Have you ever vacuumed up your child’s hair? Most of you probably can answer yes. But have you vacuumed up your child's hair while it was still attached to their head? Unfortunately, I can also answer yes to that one. Oops.
I know, I know. Mom of the year. I wish I could say that it was a freak accident and that she was four when this happened. But she was nineteen, laying in the kitchen floor telling some dramatic story, and I jokingly nudged the vacuum her way when all of a sudden she screams that the vacuum is stuck to her head. Her younger sister walked out laughing hysterically and I had to turn around for a moment because I was laughing too. Oops again!
Holding back laughter, I proceeded to unscrew the top of the vacuum and unravel her hair piece by piece. She was relieved that I didn't have to cut her hair, but she didn't speak to me for about three days. Now I tell her it will be the first chapter in my memoir.
This experience pretty much sums up raising two teenage daughters for me. The drama, a yell or two, tears, and lots of laughter. Everyday life.
And things have only gotten more difficult as they’ve grown. I remember when one of my daughters would walk out of her bedroom with a princess dress on, light-up high heels, jewelry galore, and at least one hundred different bows in her hair. The most confident four-year-old you had ever seen. I knew better than to ask her to change, even for a five-minute run to the grocery store. She would make my quick trip to Walmart a 45-minute shopping experience as she would hold her dress up to show off her light-up heels and walk as slow as possible down the aisle.
But like most girls, and that confident four-year-old grocery store princess turned into a teenager riddled with body-image issues. This change was hard for this mom to swallow. The comparison trap can quickly emerge in your home and cause chaos.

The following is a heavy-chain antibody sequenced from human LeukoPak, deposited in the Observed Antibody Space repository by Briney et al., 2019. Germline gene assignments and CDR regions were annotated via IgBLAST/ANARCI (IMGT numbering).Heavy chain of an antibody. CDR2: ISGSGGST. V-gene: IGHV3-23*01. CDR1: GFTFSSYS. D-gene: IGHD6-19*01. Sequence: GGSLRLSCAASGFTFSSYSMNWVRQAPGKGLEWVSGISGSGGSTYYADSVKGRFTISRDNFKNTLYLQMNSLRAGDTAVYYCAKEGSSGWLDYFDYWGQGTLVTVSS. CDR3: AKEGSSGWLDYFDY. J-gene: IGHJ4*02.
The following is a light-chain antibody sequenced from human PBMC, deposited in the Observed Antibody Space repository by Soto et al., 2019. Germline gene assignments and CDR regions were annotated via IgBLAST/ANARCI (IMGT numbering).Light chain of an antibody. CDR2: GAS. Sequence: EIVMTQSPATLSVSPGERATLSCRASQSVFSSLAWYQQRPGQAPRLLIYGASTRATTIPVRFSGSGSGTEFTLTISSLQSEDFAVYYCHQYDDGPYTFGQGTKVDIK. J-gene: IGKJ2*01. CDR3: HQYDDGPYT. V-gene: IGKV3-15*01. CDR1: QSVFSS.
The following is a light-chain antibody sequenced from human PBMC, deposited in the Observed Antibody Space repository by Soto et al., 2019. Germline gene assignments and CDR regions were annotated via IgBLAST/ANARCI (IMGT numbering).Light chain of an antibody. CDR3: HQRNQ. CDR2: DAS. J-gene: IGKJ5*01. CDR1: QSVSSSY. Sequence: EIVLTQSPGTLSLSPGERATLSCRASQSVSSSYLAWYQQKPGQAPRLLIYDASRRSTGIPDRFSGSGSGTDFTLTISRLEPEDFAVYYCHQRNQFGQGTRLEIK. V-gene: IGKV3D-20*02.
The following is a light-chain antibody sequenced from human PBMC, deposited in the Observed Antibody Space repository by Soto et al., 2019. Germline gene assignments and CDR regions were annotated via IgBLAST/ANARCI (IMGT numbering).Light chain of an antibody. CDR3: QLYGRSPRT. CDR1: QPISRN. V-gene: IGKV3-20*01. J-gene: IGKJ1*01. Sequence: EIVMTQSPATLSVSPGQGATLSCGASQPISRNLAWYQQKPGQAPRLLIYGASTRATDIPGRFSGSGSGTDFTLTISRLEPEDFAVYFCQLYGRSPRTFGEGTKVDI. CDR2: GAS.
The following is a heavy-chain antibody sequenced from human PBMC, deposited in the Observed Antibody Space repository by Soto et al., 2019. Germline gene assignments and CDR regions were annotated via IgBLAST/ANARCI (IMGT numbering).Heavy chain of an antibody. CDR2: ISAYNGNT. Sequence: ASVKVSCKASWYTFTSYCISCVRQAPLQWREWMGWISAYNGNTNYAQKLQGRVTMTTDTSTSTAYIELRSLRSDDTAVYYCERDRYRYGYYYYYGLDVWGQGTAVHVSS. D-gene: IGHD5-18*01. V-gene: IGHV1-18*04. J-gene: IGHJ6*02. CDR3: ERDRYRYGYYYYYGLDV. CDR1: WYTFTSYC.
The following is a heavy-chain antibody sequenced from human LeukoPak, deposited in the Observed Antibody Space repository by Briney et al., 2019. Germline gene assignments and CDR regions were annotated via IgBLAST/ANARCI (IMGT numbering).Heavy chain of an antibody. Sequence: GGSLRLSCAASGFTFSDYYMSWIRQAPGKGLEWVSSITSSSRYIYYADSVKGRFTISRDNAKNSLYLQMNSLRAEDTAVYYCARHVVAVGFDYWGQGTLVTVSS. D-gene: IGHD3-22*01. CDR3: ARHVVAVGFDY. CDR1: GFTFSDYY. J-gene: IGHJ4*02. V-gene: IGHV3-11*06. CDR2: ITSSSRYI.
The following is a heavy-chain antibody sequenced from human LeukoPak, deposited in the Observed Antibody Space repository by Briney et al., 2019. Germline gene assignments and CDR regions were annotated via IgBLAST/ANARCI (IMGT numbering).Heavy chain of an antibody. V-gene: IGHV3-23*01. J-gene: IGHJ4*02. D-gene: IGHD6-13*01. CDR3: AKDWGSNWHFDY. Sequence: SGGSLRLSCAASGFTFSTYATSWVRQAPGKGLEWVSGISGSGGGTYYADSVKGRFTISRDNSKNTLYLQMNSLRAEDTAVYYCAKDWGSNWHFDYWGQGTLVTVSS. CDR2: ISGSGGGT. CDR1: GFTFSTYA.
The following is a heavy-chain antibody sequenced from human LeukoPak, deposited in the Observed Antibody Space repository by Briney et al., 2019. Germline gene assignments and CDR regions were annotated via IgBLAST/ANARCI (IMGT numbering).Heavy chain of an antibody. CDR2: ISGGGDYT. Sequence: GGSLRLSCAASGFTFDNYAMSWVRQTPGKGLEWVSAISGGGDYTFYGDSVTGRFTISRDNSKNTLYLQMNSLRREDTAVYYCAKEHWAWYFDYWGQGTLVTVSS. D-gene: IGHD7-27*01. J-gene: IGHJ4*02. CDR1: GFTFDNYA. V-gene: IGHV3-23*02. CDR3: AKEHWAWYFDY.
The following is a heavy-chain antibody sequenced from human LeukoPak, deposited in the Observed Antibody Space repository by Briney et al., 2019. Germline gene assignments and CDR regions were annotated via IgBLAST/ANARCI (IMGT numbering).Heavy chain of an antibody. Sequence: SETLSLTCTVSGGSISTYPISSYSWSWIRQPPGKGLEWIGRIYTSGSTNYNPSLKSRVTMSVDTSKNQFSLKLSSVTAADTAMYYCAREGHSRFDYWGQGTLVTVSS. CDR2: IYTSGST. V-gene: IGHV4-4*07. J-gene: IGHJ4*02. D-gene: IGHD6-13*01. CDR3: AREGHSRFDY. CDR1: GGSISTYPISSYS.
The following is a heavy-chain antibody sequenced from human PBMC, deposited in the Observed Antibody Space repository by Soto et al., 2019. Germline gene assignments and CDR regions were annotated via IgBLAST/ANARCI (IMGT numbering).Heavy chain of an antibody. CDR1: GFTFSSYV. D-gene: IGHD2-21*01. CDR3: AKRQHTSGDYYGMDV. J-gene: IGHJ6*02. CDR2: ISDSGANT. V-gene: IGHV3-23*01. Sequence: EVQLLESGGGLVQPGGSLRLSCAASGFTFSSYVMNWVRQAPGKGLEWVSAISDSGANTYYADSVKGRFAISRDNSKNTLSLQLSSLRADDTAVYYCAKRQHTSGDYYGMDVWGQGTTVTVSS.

That’s not to mention all of the other fun things that come with raising teenagers. My husband Richard and I decided a long time ago to be real with our kids about topics that are hard to talk about. That sounds like a good plan until you actually have to have those awkward conversations.
I remember when it was time for each of them to get the talk. It was time to “be real”. I ended up telling Richard I thought it would mean more coming from him - it sounded good and got me out of it. Neither of them ever mentioned to me the details, but something that my husband and I both want to do is help them understand their worth.
Those conversations are hard too, especially when their hearts get broken. I remember my oldest daughter’s first real "boyfriend break up". I honestly didn't know what to say, so I called one of our friends who was in college and asked that she would come get her. When she came back there was a lot of silence and then a piercing "Mom, please don’t ask me about it".
I first instinct was to fix it. I wanted to give that boy a piece of my mind and tell my daughter over and over again how this didn’t mean she was any less valuable. But as parents, there are times we can choose to fix things and or just be still. I chose to be still in this moment, even though it was really hard. I soaked up her heartache and wanted to say a million things, but I knew I couldn’t act on it.
There are so many hard parenting moments, but so many good too. Being able to now laugh about sucking my kid’s hair in a vacuum, the hugs, and having my daughter tell me she has found a new love for ministry are all moments that make parenting so sweet and worth it.
I truly believe the key to parenting any age is to know that seasons come and go. From diapers and tantrums to drama as a teenager, the only things that can be constant is the love you feel and show your child.
I believe God gave Richard and me our daughters as gifts, and knowing that they are His first helps us understand that if we make mistakes it's okay. God understands them and because of that I can rest, fully knowing that He is the ultimate Father, and that's really all that matters. God, the creator of the universe, wants the best for my girls. He wants to use them, their insecurities, their heartbreak, and traumatizing vacuum stories for His glory.
It's my job as a parent to remove the clutter so that they can lean into the story God has for them to write. Removing clutter begins with prayer and ends with my hands held high, saying “I surrender”. It's me telling my girls that they are beautiful, that I love them, and that the God of the universe still sees them as confident grocery store princesses.